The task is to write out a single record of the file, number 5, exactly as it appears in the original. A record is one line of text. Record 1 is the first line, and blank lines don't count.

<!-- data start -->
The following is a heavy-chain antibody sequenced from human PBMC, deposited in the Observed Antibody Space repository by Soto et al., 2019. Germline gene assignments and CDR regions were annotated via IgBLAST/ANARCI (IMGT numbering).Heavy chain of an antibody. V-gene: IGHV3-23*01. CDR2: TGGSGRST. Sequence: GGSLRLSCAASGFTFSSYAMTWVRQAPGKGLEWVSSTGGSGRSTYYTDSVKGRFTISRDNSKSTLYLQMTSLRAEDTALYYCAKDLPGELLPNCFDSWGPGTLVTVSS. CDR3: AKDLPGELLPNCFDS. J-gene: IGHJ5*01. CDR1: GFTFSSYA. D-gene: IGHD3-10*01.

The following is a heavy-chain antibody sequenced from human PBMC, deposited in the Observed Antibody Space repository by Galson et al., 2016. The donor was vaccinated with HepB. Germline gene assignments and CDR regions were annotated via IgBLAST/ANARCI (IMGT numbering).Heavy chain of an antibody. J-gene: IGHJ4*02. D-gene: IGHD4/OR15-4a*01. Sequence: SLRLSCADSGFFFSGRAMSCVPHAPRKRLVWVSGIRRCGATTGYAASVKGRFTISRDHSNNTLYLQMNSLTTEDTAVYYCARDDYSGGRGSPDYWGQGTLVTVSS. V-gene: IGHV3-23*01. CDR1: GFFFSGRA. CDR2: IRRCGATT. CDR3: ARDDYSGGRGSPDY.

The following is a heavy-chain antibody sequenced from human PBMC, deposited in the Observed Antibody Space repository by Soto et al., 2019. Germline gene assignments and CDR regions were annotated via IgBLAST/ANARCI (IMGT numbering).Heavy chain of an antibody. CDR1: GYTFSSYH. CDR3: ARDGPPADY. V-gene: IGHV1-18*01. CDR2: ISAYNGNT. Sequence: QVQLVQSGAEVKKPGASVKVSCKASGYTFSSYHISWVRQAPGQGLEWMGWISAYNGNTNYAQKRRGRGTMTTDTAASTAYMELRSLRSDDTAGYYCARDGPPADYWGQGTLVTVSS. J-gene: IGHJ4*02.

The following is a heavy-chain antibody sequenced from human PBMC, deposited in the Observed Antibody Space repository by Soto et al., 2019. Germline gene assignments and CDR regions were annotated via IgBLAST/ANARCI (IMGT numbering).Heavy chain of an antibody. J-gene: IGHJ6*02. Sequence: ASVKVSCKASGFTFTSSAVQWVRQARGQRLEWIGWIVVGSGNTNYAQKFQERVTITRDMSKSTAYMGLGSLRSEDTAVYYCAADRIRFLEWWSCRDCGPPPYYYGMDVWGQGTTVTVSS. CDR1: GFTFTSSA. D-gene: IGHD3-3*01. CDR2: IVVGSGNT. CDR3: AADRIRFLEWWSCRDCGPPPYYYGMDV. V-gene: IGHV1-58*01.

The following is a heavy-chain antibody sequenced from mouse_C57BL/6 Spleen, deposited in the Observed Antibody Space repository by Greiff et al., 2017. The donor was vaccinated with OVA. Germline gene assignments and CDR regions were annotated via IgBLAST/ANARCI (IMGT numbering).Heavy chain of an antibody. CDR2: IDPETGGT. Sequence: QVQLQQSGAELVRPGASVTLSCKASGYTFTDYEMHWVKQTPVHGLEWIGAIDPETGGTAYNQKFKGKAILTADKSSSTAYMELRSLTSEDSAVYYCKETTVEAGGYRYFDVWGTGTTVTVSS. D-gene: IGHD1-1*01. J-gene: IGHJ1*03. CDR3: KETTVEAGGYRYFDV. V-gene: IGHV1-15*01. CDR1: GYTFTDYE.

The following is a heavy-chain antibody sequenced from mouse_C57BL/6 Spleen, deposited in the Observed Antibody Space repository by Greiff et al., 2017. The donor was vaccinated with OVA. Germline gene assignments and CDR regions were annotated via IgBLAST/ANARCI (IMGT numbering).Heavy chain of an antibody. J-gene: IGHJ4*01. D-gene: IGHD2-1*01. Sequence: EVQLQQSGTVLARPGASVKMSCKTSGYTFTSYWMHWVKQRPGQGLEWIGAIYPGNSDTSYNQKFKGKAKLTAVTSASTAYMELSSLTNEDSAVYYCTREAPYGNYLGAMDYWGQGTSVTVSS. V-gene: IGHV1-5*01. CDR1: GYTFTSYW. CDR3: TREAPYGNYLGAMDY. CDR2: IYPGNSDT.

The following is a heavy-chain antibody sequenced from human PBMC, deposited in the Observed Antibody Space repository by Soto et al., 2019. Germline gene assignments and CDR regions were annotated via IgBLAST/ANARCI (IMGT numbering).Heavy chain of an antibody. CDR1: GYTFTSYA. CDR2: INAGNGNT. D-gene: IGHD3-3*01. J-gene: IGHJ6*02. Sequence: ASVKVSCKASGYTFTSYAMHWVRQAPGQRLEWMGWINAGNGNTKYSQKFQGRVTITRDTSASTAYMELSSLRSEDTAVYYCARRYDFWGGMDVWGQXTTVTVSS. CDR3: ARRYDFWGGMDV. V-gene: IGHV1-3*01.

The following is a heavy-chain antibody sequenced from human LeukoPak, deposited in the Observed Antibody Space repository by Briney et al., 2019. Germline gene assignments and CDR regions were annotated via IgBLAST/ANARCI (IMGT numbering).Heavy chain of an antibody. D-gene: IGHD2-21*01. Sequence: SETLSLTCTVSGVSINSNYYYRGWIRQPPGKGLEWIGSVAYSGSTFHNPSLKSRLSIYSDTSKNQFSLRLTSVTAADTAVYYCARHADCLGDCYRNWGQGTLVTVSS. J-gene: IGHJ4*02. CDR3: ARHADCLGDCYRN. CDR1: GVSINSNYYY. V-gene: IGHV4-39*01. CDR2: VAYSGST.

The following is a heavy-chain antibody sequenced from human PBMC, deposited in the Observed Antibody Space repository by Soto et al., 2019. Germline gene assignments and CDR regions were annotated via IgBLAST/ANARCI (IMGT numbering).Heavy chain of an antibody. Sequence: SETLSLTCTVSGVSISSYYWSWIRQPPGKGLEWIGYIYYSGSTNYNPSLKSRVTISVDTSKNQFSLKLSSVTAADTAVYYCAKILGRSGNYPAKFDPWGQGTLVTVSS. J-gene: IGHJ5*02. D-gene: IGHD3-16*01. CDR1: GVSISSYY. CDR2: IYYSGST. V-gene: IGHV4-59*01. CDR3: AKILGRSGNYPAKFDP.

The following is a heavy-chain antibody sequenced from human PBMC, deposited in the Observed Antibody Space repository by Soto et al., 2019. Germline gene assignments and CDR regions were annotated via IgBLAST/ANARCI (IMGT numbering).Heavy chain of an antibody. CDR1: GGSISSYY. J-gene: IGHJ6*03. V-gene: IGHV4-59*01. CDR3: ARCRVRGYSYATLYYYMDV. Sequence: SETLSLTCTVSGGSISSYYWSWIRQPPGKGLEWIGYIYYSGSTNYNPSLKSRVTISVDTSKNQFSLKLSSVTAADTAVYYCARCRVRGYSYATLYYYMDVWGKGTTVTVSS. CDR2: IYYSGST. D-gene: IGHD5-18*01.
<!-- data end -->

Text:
The following is a heavy-chain antibody sequenced from mouse_C57BL/6 Spleen, deposited in the Observed Antibody Space repository by Greiff et al., 2017. The donor was vaccinated with OVA. Germline gene assignments and CDR regions were annotated via IgBLAST/ANARCI (IMGT numbering).Heavy chain of an antibody. CDR2: IDPETGGT. Sequence: QVQLQQSGAELVRPGASVTLSCKASGYTFTDYEMHWVKQTPVHGLEWIGAIDPETGGTAYNQKFKGKAILTADKSSSTAYMELRSLTSEDSAVYYCKETTVEAGGYRYFDVWGTGTTVTVSS. D-gene: IGHD1-1*01. J-gene: IGHJ1*03. CDR3: KETTVEAGGYRYFDV. V-gene: IGHV1-15*01. CDR1: GYTFTDYE.